Newer, more expensive drugs, rising rates of blood sugar disease to blame, study finds
MONDAY, Oct. 27 (HealthDay News) -- The overall cost of drugs for type 2 diabetes almost doubled between 2001 and 2007, yet whether these newer drugs improve care and outcomes isn't known, a new study finds.
In that time period, total spending went from $6.7 billion to $12.5 billion, say researchers from the University of Chicago and Stanford University.
In 2002, diabetes accounted for more than 10 percent of U.S. health-care expenditures, and that number is expected to increase as the number of people with type 2 diabetes grows, the researchers noted.
"We found dramatic changes in the treatment patterns for diabetes during the past decade," said study author Dr. G. Caleb Alexander, an assistant professor of medicine at the University of Chicago. "This includes a remarkable change in drugs, as well as significant increases in costs."
Whether these changes in diabetic care positively impact outcomes isn't known, Alexander said. "The jury is still out as to whether these changes are worth it," he said. "The million dollar question is: Are these changes going to lead to overall significant improvement in the outcomes that matter to patients and their doctors?"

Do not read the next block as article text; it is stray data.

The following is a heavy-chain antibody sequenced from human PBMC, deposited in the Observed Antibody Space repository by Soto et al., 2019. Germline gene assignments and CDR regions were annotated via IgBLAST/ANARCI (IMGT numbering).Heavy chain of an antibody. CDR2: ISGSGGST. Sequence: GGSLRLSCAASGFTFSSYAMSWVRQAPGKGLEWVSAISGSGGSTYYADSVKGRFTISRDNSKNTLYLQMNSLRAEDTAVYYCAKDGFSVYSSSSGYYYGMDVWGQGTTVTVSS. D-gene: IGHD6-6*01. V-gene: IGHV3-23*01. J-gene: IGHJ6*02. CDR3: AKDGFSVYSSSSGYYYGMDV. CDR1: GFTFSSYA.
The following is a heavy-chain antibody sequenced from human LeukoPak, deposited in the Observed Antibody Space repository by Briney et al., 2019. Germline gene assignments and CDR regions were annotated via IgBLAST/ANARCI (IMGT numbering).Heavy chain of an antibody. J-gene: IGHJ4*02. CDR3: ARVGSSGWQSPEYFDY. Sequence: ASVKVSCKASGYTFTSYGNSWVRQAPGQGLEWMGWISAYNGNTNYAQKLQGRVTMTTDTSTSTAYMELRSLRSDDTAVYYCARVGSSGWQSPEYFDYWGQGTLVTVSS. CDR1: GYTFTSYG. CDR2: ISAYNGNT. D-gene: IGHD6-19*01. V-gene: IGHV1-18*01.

The report was published in the Oct. 27 issue of the Archives of Internal Medicine.
The dramatic increase in cost is due to the high cost of commonly prescribed newer drugs. For example, sitagliptin (Januvia) costs $160 per prescription and exenatide (Byetta) costs $210 per prescription. That's eight to 11 times higher than older, generic drugs such as metformin, Alexander said.
These drugs are marketed as being more convenient and offering better control of blood sugar than the older medications. In addition, doctors are using these new drugs as an alternative to insulin, Alexander said. In fact, insulin use dropped from 38 perce
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